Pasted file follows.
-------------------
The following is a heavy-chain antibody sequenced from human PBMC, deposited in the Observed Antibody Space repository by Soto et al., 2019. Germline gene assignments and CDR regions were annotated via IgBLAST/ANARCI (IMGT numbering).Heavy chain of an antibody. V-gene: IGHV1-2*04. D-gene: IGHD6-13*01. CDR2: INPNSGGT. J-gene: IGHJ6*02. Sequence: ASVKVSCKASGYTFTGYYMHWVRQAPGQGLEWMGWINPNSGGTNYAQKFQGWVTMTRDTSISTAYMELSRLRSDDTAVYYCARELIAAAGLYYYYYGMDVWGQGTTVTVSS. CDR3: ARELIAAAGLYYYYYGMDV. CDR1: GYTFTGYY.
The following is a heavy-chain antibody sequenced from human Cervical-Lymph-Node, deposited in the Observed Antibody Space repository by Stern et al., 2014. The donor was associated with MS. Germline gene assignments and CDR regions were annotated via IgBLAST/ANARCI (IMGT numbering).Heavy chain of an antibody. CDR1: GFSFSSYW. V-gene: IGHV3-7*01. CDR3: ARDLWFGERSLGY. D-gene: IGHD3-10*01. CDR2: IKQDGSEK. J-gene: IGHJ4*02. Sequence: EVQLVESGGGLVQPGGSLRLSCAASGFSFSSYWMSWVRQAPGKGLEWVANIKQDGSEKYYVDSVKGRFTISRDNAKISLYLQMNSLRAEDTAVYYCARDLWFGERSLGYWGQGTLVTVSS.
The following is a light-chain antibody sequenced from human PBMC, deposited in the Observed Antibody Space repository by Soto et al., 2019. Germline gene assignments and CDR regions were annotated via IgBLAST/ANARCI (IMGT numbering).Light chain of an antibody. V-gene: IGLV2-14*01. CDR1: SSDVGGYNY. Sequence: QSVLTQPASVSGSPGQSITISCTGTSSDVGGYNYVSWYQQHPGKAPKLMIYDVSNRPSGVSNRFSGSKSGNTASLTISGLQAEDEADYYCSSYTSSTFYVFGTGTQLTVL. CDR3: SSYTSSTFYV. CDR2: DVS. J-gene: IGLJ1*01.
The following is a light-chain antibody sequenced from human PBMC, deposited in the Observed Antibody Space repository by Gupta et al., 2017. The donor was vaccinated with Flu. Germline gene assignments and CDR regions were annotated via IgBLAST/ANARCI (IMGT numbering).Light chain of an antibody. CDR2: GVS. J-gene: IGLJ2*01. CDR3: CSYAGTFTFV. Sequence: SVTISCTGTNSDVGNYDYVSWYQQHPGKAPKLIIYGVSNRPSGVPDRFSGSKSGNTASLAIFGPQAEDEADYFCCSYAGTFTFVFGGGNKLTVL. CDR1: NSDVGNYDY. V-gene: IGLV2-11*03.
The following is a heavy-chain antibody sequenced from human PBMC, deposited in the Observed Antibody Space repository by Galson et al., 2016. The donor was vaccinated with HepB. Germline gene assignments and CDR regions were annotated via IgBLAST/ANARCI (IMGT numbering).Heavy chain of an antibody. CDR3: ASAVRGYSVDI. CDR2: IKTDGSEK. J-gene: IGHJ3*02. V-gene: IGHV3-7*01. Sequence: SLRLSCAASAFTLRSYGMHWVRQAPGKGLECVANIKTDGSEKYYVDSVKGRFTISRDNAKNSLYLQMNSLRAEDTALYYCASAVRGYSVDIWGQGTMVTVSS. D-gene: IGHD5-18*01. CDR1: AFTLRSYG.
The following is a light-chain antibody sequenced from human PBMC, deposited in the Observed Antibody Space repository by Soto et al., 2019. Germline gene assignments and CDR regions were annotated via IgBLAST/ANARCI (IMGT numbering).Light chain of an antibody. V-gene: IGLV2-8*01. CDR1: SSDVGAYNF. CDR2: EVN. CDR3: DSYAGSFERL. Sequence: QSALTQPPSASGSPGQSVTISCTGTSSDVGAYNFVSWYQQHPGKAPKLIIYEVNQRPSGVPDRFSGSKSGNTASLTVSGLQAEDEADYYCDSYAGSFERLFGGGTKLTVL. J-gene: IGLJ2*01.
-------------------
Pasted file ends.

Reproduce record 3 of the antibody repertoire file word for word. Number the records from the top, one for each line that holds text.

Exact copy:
The following is a light-chain antibody sequenced from human PBMC, deposited in the Observed Antibody Space repository by Soto et al., 2019. Germline gene assignments and CDR regions were annotated via IgBLAST/ANARCI (IMGT numbering).Light chain of an antibody. V-gene: IGLV2-14*01. CDR1: SSDVGGYNY. Sequence: QSVLTQPASVSGSPGQSITISCTGTSSDVGGYNYVSWYQQHPGKAPKLMIYDVSNRPSGVSNRFSGSKSGNTASLTISGLQAEDEADYYCSSYTSSTFYVFGTGTQLTVL. CDR3: SSYTSSTFYV. CDR2: DVS. J-gene: IGLJ1*01.